The Select Committee has subpoenaed former White House Counsel Pasquale “Pat” Cipollone for deposition testimony as a part of the committee’s investigation into the January 6th attack on the U.S. Capitol. pic.twitter.com/VjZsHlIqkD
— January 6th Committee (@January6thCmte) June 29, 2022
Unlike most of the JD-holding mooks and lunatics in TFG’s orbit, Pasquale ‘Pat’ Cipollone has a reputation as a competent lawyer who knows the difference between ‘what the statutes say’ and ‘what we want the rules to be’. This is, no doubt, why he has so far avoided an official interview.
This is also why he may not be, as a defendant, totally averse to such an interview at this point in time.
Pat Cipollone has no valid privilege or immunity claim to raise, and "I don't want to hurt the hand that fed me and might feed me again" isn't technically an excuse for refusing to comply with an obviously valid demand for testimony under oath. https://t.co/6lqGpfOyd7
— Laurence Tribe (@tribelaw) June 29, 2022
… The morning of Jan. 6... Cipollone restated his concerns that if Trump did go to the Capitol to try to intervene in the certification of the election, “we’re going to get charged with every crime imaginable.”…
Rep. Adam Kinzinger, R-Ill., who sits on the committee, said last week that Cipollone told the committee he tried to intervene when he heard Trump was being advised by Jeffrey Clark, a former Justice Department official who wanted to push false claims of voter fraud. Federal agents recently seized Clark’s cell phone and conducted a search of his Virginia home.
Clark had drafted a letter for key swing states that was never sent but would have falsely claimed the department had discovered troubling irregularities in the election. Cipollone was quoted by one witness as having told Trump the letter was a “murder-suicide pact.”
No reason Cipollone shouldn't show up. He can always object to questions that would elicit legitimately privileged information. But at this point, who are you going to protect–the former president or the Republic? https://t.co/fNCupdjxne
— Joyce Alene (@JoyceWhiteVance) June 29, 2022
… Cipollone, who many former administration officials credit with helping to prevent Trump from taking legally questionable actions in the months around the 2020 presidential election, has long been considered a key witness by the committee. He has resisted talking further with the committee after previously sitting for a closed-door interview on April 13.
The committee said in its subpoena letter that it has obtained evidence that Cipollone is “uniquely positioned to testify” but he has “declined to cooperate” past that interview, leaving the panel with “no choice” but to issue the subpoena. During recent public hearings, members of the panel have publicly pressured Cipollone to testify. The committee is now taking the step to issue a subpoena in an effort to force his formal cooperation…
Not long after the rioters broke into the US Capitol, Cipollone rushed into then-White House chief of staff Mark Meadows’ office demanding a meeting with Trump, Meadows aide Cassidy Hutchinson told the January 6 committee this week.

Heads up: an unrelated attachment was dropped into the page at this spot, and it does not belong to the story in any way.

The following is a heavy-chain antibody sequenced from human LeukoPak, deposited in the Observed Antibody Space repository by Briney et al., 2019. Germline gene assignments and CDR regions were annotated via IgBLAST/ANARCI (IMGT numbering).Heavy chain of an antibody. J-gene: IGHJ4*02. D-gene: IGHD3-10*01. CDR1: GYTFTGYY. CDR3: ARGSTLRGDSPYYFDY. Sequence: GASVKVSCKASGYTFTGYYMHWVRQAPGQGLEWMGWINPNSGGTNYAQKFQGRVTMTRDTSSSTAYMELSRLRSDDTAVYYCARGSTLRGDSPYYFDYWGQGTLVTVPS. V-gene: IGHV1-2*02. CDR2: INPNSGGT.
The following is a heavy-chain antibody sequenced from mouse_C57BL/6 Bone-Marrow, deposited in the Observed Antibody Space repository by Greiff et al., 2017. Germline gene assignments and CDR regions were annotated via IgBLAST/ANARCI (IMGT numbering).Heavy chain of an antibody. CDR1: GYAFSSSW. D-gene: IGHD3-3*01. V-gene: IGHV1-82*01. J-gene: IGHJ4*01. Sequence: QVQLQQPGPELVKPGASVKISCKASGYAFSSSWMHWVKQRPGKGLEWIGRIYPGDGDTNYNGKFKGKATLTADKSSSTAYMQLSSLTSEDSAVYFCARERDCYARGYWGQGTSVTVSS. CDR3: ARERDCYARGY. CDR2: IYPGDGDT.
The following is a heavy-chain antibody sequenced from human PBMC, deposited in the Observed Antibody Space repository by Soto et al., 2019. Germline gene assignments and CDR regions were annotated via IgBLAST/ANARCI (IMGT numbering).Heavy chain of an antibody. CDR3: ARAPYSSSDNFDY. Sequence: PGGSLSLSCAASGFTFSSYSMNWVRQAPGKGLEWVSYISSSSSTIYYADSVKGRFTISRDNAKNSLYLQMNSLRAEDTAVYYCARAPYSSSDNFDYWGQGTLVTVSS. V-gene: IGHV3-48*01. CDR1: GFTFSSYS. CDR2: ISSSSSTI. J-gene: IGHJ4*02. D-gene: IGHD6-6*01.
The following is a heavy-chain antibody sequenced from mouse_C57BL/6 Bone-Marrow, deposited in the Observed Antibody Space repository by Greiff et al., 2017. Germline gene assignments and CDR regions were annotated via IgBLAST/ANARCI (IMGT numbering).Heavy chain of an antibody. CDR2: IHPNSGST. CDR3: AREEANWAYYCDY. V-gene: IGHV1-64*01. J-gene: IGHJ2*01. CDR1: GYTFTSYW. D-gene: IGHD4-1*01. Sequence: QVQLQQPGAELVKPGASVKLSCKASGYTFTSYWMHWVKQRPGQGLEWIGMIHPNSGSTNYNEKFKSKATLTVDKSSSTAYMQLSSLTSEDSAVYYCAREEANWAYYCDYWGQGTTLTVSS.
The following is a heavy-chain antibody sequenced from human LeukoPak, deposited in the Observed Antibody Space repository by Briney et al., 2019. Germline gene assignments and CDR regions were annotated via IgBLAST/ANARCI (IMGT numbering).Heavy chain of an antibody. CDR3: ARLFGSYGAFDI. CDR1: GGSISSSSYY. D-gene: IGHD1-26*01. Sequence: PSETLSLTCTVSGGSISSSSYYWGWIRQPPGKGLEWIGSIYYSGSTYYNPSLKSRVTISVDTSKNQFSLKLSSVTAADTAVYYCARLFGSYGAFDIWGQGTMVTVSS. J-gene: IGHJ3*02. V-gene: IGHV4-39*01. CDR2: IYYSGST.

“I remember Pat saying to him something to the effect of, ‘the rioters have gotten to the Capitol. We need to go down and see the President now,’” Hutchinson said in a videotaped interview.
“And Mark looked up at him and said, ‘He doesn’t want to do anything, Pat,’” she said.
Cipollone, Hutchinson added, emphasized to Meadows the need for action to control the situation to Meadows. She said Cipollone “very clearly said this to Mark – something to the effect of, ‘Mark, something needs to be done or people are going to die and the blood’s going to be on your f**king hands. This is getting out of control. I’m going down there.’”…
— Josh Dawsey (@jdawsey1) June 30, 2022
… Cipollone has been mentioned often over the past month as various witnesses who have appeared in the committee’s public hearings have cited his steady presence in off-the-rail meetings and sage, though at times unwelcome, legal advice. But he has remained invisible to the American public, neither agreeing to sit for taped interviews nor appearing as a live witness at a committee hearing.
The committee is hoping that soon changes. Cheney, in particularly, has been determined to secure Cipollone’s cooperation — so far without luck.
But the subpoena may provide cover for Cipollone to cooperate with the committee, as Trump and his allies have sought to keep those in the former president’s orbit from providing the committee with potentially damaging information…
Tuesday’s surprise hearing was designed in part to ramp up pressure on reluctant witnesses such as Cipollone, according to those involved with the investigation, who, like others quoted in this story, spoke on the condition of anonymity to describe internal deliberations. One of those people said there has been a behind-the-scenes strategy to get other witnesses to testify — particularly Cipollone.
“He can probably give the best overview of how [former White House chief of staff Mark] Meadows, [former Trump lawyer Rudy] Giuliani and Trump were told what they were doing might be illegal,” said a person involved with the investigation…
Another well-known former White House counsel, who did ultimately testify to Congress about his role in the coverup of the Watergate scandal, said he believes Cipollone has a moral imperative to cooperate with the committee.
“He has taken an oath to protect and defend the Constitution on three occasions, twice when he was admitted to the bar with licenses he still holds, and once when he took the job of White House counsel, and I think oaths are serious matters,” said John Dean, Richard M. Nixon’s former counsel. “Here’s a man with 10 children. And I would think he’d want them to remember him as somebody who defended democracy for them.”
(To quote a vintage crime-novel trope: A man with 10 children can’t afford to spend years behind bars.)